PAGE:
Again, I know the arguments that say the Bible says it all and we don’t need anything else.  I am blessed beyond measure to sit with the written Word in my hands and drink deeply of the Truth for life and Godliness. But I do find it helpful to get direction from hearing regularly the Voice of God, as it comes to me in prayer, in the quiet sense of a response to a question I pose to my Abba or in a “word fitly spoken” by a sister or brother that clearly bears the stamp of the Father in its words.

Dr. Piper closes his comments with these words: O God, don’t let us be deaf to your Word and so unaffected with its ineffable, evidential excellency that we celebrate lesser things as more thrilling.

He will get no argument from me.  I would just suggest, however, that anytime we hear the Voice of God, in whatever way He chooses to speak to us, that we expect it to affect us in very deep ways through its ineffable, evidential excellency and thrill us beyond measure!

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Entry filed under: Christianity, Church, Culture, Faith, The Father.

Fifteen thousand. Learning to hear the Voice.

4 Comments Add your own

  • 1. renversgirl  |  April 21, 2007 at 4:13 pm

    Absolutely does He speak to us, what kind of a God would abandon us to the confusion, complacency and craziness that surround us today. i talk to Him constantly, and i know He answers even when the subject seems “unworthy” because (a friend said this to me recently) He is too busy with more important things. He is omnipresent in all our lives and what matters to us matters to Him so of course He speaks to us, in a multitude of ways, directly, through the Word, and through, a friend, family member and sometimes even a stranger.

  • 2. Mimi  |  April 11, 2007 at 7:18 pm

    What a great way to put it! Thank you for the beautiful illustraton – I don’t want my husband to just point either! I want the words, the touch, the intimacy!

  • 3. Mark S  |  April 11, 2007 at 6:17 pm

    To suggest God does not speak to His people in fresh tones today is comparable to a spouse no longer speaking to his/her mate because what needs to be said has already been written in previous love letters. If God is impersonal and just out in space somewhere, I suppose a theology of relational distance works, but if we are called to intimacy, lack of communication makes the heart ache for something more. Frankly, in my pursuit of an intimate relationship with my wife, I don’t want her response to consist of simply pointing her finger at something she wrote 10 years ago.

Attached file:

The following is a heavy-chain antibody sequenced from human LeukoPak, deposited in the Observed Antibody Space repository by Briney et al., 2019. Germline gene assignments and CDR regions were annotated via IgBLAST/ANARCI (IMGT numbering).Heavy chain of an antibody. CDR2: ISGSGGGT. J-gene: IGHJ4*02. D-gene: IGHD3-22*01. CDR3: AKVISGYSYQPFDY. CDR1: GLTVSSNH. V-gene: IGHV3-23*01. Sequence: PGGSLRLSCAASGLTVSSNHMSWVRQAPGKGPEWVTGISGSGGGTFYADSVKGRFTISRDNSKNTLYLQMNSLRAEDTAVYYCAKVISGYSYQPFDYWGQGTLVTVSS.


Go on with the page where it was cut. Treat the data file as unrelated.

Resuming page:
• 4. Mimi  |  April 11, 2007 at 5:36 pm

    Don’t you think that when some of us say the following: The Spirit moved me to… I felt moved to… I was prompted to… I have a sense that I am to… I was led to… – that we really mean we have heard from God?

    I know I am becoming aware that I have been hearing the voice of my Abba, my Shepherd, for many years, I just didn’t call it that; I used the “acceptable forms” of saying I knew/had heard something from God. I am NOW saying it like it is – God told me, the Spirit told me!

    Question: How do those who believe that God only speaks through the Word make decisions about things that aren’t covered specifically in the Word? Say, what house to buy, what job to take, what missionary to support, how many kids to have, who to marry, etc.? Don’t they have a sense of what God wants them to do? Isn’t that God speaking? Just asking.